It can be said that there are two aspects of the Christian life: the active and the contemplative. Episcopalians are usually good at the first one, because, after all, we want to do things which are pleasing to God, and transmitting faith into action benefits the society in which we live.
However, what if the things we do are not what God has in mind for us? This happens when we decide, without reference to God, what needs to be done in God’s name. History tells us that human inspired actions, however well intentioned, can block the action of God’s grace to heal and transform the world. The solution to this problem is to develop a healthy contemplative life.
This requires us to wait before rushing into action. The purpose of waiting is to ask God for direction. “What do you need me to do?” Or better still, “let me see the world as you see it.” A contemplative life involves prayer, and also meditating on Scripture; what is the word of God saying to me in a reading from the Bible? One of the joys of Christian life is to discover that, as you grow older and your faith matures, the word of God is forever new; there is always something to learn from hearing the Scripture.
Those two aspects of Christian life – active and contemplative – are personified in the sisters Martha and Mary from Luke’s gospel (10:38-42). Jesus visits their home and while Martha is busy with domestic duties, Mary sits at Jesus’ feet and listens to what Jesus is saying. There is then the following exchange, which shows Martha’s irritation at her sister’s passivity:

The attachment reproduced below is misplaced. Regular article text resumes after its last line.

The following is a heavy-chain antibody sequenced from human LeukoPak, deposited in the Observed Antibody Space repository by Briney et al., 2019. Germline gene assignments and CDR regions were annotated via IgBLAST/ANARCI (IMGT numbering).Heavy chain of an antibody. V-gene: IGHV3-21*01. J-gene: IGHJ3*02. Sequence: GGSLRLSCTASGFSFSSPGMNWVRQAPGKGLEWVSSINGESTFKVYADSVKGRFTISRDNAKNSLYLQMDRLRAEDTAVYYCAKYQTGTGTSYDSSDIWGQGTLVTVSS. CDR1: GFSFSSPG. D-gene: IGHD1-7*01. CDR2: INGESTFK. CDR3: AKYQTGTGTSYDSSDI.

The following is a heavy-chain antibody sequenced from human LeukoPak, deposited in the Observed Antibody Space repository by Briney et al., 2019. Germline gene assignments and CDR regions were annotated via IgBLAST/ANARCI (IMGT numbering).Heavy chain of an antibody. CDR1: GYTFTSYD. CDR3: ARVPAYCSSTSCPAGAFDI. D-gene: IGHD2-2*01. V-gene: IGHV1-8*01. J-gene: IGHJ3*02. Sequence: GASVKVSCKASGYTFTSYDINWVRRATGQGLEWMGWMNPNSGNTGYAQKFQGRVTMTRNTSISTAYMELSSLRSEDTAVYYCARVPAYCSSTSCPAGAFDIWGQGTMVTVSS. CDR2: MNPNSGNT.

“Lord, do you not care that my sister has left me to do all the work by myself? Tell her then to help me.” But the Lord answered her, “Martha, Martha, you are worried and distracted by many things; there is need of only one thing. Mary has chosen the better part, which will not be taken away from her.”
While many will sympathize with Martha, the fact remains that “Mary has chosen the better part.” The life of the Spirit, which Mary nurtures, is fed by listening to the word of God. Martha has the best intentions, but the situation requires her to abandon her routines and spend time with Jesus. This is true for us, but it can be difficult when we are set in our ways and not even God can move us from them.
With the season of Lent approaching, now is a good time to prepare by evaluating your own spiritual life and deciding if there are any practical steps you can take to change or deepen it. Faithful and regular attendance at church seems an obvious first step, but you can go further by signing up for the Lent course, (which, by the way, starts before Lent), or booking an appointment with your priest for a spiritual checkup. (I trained as a spiritual director in the Church of England before coming to the USA.)
The aim, in the words of the Letter to the Colossians, is to “continue to live your lives in Jesus, rooted and built up in him and established in the faith, just as you were taught, abounding in thanksgiving.” (2:6-7). This evokes an apt metaphor of a tree whose growth depends on the roots going deeper into the ground. Our faith needs to grow deeper into the ground of our being, so that we may know Christ more fully, and so act more faithfully according to his will.
Let love and faith abound